Tuesday April 10 2018 10 am to 12 noon
Nothing gives us a better idea of medieval life than Geoffrey Chaucer’s The Canterbury Tales. Written in the late fourteenth century in the vernacular, it gives us an idea of the vast spectrum of people that made up the different classes within society. The poem describes the knightly class, the clergy, and those who worked for a living, thus describing the different classes as well. Chaucer gives us a cross-section of fourteenth century society by giving us the small details of people’s clothing, demeanour and professions; therefore giving us information on the lower and middle classes, not discussed in literature before.
Geoffrey Chaucer survived The Black Death’s peak at around age six, where twenty per cent of England’s population died.
The Canterbury Tales was one of the first works of literature actually written in English. Since society was ruled by the Church and the Church exercised in Latin, most of what was written by authors before the fourteenth century was in Latin or in the other major languages in Europe: Italian or French. English was seen as vulgar and only for the lower classes as it was these classes who would not be able to read or write in any other languages because that would mean they had the money to be educated. Chaucer made English literature more acceptable by writing The Canterbury Tales. It also brings light in the evolution of our language and how people of the Late Middle Ages pronounced the words.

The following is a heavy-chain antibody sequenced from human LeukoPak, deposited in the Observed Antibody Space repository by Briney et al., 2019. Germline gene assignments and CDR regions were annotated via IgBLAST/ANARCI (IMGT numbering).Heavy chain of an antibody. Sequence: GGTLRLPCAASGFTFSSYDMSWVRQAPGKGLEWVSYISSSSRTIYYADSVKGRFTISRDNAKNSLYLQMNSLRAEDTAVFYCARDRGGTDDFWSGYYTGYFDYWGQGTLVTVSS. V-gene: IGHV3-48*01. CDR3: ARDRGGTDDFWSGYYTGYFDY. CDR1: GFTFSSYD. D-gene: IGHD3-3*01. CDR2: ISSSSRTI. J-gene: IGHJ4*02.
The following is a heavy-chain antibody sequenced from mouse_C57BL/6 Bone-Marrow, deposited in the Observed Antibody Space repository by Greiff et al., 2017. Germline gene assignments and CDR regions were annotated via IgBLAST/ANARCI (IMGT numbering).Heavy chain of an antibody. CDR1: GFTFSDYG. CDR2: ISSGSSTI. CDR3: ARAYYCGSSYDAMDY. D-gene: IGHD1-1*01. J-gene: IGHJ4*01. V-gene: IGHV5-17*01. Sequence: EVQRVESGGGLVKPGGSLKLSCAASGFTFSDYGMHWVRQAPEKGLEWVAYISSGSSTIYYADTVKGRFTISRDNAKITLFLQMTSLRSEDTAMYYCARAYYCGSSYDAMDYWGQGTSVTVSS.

Chaucer constructed the prologue in such a way that it gives a panoramic view of fourteenth century society. It allows us to see the lower classes of this time that would otherwise be unknown. The elite (those who would write in the educated languages of Latin and French) could only describe their own upper class. However, here it can be learned of what people wore, the different styles, qualities and colours.
Imagine a writer who is equally at home with romantic adventure and devotional meditation, or who brings the fullest measure of brilliance to ribald comedy and grave tragedy alike. Add a talent for creating unforgettable characters and keenly painting social relationships. Top it all off with a gift for expression so pure and scintillating that no less an authority than Edmund Spenser was moved to laud this writer's works as a "well of English pure and undefiled.
Now you have Geoffrey Chaucer (c. 1340-1400), one of our grandest and most enduring poets; an architect of our vocabulary and our literary style.
By examining texts from his short love lyrics to the copious profusion of character and incident that is The Canterbury Tales, this course prepares you for the challenges of Chaucer's oeuvre, and provides an understanding of what makes him the "founder" of English literature and language.
This is a thirteen week course and cost £65. For more details ring 07592330467 or email firstname.lastname@example.org.